Recent experiments have shown that 1,25-dihydroxyvitamin D3-like material is produced in cultured nonrenal cells and may be present in the sera of anephric patients. We reexamined the question of whether 1,25-dihydroxyvitamin D3 can be synthesized extrarenally in the rat in vivo. To intact, sham-operated, ureter-ligated, or acutely nephrectomized vitamin D-deficient rats raised on a diet normal in calcium and phosphorus, we gave a physiologic dose of high-specific-activity 25-hydroxy-[3H]vitamin D3 (3.6-3.8 μCi; ≃ 25 pmol per rat). Twenty-four hours later we examined their tissues and plasma for the presence of radiolabeled 1,25-dihydroxyvitamin D3. Large amounts of radioactivity that behaved chromatographically as identical with authentic 1,25-dihydroxyvitamin D3 were present in the plasma, bone, and intestine of the intact, sham-operated, or ureter-ligated rats. However, no radioactivity eluting in a manner similar to 1,25-dihydroxyvitamin D3 was found in plasma, bone, or intestine of acutely nephrectomized rats. We conclude that, in the acutely nephrectomized living rat, 1,25-dihydroxyvitamin D3 is not present in plasma, bone, or intestine in quantities detectable by the sensitive techniques we have used. No conversion of 25-hydroxyvitamin D3 to 1,25-dihydroxyvitamin D3 was observed during a 24-hr period after nephrectomy of vitamin D-deprived rats. This fact casts doubt upon the significance of the in vitro production of 1,25-dihydroxyvitamin D3 by nonrenal cells as an in vivo phenomenon.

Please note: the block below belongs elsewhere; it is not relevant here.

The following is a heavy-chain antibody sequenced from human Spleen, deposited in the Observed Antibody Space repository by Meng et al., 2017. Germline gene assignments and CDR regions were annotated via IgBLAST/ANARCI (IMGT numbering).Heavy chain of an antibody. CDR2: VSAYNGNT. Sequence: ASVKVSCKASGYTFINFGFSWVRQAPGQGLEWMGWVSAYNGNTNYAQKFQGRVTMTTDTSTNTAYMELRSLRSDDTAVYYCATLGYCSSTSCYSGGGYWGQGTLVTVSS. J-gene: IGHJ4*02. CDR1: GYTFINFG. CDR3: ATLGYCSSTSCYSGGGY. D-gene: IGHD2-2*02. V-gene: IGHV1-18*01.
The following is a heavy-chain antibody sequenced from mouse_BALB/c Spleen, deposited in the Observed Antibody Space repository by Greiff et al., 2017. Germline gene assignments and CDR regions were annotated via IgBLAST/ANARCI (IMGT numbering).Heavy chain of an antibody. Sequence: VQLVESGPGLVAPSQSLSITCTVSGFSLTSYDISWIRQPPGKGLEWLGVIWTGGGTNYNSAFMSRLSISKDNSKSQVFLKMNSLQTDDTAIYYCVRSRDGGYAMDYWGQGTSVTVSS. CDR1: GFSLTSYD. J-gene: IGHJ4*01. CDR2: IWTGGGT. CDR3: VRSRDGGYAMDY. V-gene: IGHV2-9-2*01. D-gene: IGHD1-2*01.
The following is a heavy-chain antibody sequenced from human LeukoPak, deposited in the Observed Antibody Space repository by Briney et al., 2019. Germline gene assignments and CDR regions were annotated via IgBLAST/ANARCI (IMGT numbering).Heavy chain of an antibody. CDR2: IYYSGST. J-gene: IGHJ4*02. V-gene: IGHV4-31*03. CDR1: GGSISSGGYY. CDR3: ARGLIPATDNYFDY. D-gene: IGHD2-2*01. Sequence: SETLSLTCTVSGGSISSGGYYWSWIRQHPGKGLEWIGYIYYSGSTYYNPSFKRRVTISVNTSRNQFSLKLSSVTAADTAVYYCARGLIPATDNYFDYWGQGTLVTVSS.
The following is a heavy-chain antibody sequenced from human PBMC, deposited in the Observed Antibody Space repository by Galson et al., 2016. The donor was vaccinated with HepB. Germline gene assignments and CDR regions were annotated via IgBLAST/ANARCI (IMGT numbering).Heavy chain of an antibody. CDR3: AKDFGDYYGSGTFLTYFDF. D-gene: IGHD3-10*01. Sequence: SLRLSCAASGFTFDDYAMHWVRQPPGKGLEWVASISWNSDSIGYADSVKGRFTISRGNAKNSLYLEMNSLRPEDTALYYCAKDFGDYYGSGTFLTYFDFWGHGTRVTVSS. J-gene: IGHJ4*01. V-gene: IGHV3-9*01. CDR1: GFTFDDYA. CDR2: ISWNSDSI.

|Original language||English (US)|
|Number of pages||5|
|Journal||Proceedings of the National Academy of Sciences of the United States of America|
|Issue number||6 I|
|State||Published - 1983|
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